When Madeleine Albright met Russian President Vladimir Putin more than 20 years ago as the U.S. secretary of state, she said he was trying to ingratiate himself to then-President Clinton — but Putin also “had a view of how things were going to go.”
Albright, the first woman to become U.S. secretary of state, has died at the age of 84, according to her family.
She served as secretary of state from 1997 to 2001 during the Clinton administration. Clinton appointed her ambassador to the United Nations by Clinton 1993.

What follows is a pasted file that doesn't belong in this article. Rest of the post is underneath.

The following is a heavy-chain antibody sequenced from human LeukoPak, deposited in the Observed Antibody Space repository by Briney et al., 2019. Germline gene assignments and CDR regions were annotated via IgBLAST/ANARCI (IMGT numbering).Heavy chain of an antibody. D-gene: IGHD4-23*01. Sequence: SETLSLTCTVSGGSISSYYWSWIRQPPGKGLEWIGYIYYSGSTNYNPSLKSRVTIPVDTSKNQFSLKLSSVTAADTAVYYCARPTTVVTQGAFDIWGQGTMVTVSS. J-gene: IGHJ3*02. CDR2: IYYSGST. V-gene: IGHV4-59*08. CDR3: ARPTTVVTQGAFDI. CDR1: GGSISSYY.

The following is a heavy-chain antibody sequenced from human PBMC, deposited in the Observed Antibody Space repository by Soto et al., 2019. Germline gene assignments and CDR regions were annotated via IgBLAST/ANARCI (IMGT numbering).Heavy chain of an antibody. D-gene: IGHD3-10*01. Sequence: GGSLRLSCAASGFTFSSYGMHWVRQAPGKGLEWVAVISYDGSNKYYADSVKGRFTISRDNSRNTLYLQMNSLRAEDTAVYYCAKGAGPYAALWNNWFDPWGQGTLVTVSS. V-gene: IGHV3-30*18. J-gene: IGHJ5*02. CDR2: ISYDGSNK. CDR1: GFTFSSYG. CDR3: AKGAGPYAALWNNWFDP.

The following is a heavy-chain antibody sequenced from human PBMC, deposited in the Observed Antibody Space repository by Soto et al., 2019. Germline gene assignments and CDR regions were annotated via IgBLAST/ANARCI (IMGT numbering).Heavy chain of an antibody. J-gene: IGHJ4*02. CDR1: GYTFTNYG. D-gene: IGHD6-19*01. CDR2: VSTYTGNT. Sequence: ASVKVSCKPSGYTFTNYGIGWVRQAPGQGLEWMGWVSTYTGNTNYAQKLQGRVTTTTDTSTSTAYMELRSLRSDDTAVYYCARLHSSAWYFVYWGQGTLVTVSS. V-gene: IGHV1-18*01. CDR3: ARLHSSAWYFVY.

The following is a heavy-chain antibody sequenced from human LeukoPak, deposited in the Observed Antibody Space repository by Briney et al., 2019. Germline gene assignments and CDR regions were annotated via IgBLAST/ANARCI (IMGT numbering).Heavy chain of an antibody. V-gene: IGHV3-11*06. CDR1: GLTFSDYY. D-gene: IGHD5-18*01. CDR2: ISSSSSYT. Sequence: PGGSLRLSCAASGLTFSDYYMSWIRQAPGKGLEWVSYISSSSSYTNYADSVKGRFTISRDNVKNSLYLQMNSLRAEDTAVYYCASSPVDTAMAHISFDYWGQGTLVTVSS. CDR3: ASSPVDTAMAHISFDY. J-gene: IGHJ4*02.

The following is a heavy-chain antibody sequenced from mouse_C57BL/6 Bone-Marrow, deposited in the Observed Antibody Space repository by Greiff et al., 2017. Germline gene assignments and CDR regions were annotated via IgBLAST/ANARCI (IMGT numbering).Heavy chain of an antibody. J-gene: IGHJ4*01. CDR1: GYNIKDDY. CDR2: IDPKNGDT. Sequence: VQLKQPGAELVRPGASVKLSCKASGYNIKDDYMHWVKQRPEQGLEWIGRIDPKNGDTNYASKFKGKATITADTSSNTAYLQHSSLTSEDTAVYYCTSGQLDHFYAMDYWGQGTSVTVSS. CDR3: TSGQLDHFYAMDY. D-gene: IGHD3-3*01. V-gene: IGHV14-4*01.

Albright spoke with NPR last June ahead of a meeting in Geneva between Russian and U.S. leaders.
He was “trying very hard to ingratiate himself with President Clinton,” she said during an interview on All Things Considered.
Albright said Putin isn’t “easy to manage,” despite meeting four U.S. presidents since his first introduction with Clinton.
“I think he is somebody that is very competent in his capabilities generally.
“But Russia is alone. And we have allies, and Putin is alone,” she added.
Russia’s invasion of Ukraine has been ongoing for a month, resulting in nearly 5,000 civilian causalities across the country, according to a statement from the U.S. Department of State.
Russian forces have hit spaces where Ukrainian civilians are present, such as schools, shopping centers, hospitals and apartment buildings.